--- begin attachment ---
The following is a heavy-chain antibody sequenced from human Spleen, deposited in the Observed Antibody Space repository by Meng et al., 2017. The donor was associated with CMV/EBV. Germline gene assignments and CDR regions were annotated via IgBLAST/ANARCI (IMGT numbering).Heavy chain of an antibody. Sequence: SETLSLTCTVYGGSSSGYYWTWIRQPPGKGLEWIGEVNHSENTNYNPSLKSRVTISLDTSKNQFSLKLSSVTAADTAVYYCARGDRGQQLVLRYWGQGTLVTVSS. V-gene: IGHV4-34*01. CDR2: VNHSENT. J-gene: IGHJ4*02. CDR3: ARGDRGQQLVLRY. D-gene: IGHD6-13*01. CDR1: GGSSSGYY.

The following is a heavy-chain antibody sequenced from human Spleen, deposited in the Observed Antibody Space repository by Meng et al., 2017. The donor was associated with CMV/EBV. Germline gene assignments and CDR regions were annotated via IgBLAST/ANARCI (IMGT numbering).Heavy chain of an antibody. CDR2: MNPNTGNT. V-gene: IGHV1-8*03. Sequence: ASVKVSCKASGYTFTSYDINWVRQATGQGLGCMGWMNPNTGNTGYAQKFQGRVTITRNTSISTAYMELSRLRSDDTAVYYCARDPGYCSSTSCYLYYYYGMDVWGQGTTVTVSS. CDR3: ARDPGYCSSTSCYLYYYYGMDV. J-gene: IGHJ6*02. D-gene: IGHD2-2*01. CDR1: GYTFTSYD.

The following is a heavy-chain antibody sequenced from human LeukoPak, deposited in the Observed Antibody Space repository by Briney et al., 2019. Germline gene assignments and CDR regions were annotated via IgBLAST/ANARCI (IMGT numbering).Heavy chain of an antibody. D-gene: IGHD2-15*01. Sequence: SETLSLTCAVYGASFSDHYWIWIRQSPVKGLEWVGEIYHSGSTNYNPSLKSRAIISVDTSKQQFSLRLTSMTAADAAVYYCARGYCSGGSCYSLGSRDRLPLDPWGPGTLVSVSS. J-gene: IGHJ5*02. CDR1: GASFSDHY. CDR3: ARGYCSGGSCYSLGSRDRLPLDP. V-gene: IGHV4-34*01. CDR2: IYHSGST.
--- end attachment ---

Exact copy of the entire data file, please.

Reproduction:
The following is a heavy-chain antibody sequenced from human Spleen, deposited in the Observed Antibody Space repository by Meng et al., 2017. The donor was associated with CMV/EBV. Germline gene assignments and CDR regions were annotated via IgBLAST/ANARCI (IMGT numbering).Heavy chain of an antibody. Sequence: SETLSLTCTVYGGSSSGYYWTWIRQPPGKGLEWIGEVNHSENTNYNPSLKSRVTISLDTSKNQFSLKLSSVTAADTAVYYCARGDRGQQLVLRYWGQGTLVTVSS. V-gene: IGHV4-34*01. CDR2: VNHSENT. J-gene: IGHJ4*02. CDR3: ARGDRGQQLVLRY. D-gene: IGHD6-13*01. CDR1: GGSSSGYY.

The following is a heavy-chain antibody sequenced from human Spleen, deposited in the Observed Antibody Space repository by Meng et al., 2017. The donor was associated with CMV/EBV. Germline gene assignments and CDR regions were annotated via IgBLAST/ANARCI (IMGT numbering).Heavy chain of an antibody. CDR2: MNPNTGNT. V-gene: IGHV1-8*03. Sequence: ASVKVSCKASGYTFTSYDINWVRQATGQGLGCMGWMNPNTGNTGYAQKFQGRVTITRNTSISTAYMELSRLRSDDTAVYYCARDPGYCSSTSCYLYYYYGMDVWGQGTTVTVSS. CDR3: ARDPGYCSSTSCYLYYYYGMDV. J-gene: IGHJ6*02. D-gene: IGHD2-2*01. CDR1: GYTFTSYD.

The following is a heavy-chain antibody sequenced from human LeukoPak, deposited in the Observed Antibody Space repository by Briney et al., 2019. Germline gene assignments and CDR regions were annotated via IgBLAST/ANARCI (IMGT numbering).Heavy chain of an antibody. D-gene: IGHD2-15*01. Sequence: SETLSLTCAVYGASFSDHYWIWIRQSPVKGLEWVGEIYHSGSTNYNPSLKSRAIISVDTSKQQFSLRLTSMTAADAAVYYCARGYCSGGSCYSLGSRDRLPLDPWGPGTLVSVSS. J-gene: IGHJ5*02. CDR1: GASFSDHY. CDR3: ARGYCSGGSCYSLGSRDRLPLDP. V-gene: IGHV4-34*01. CDR2: IYHSGST.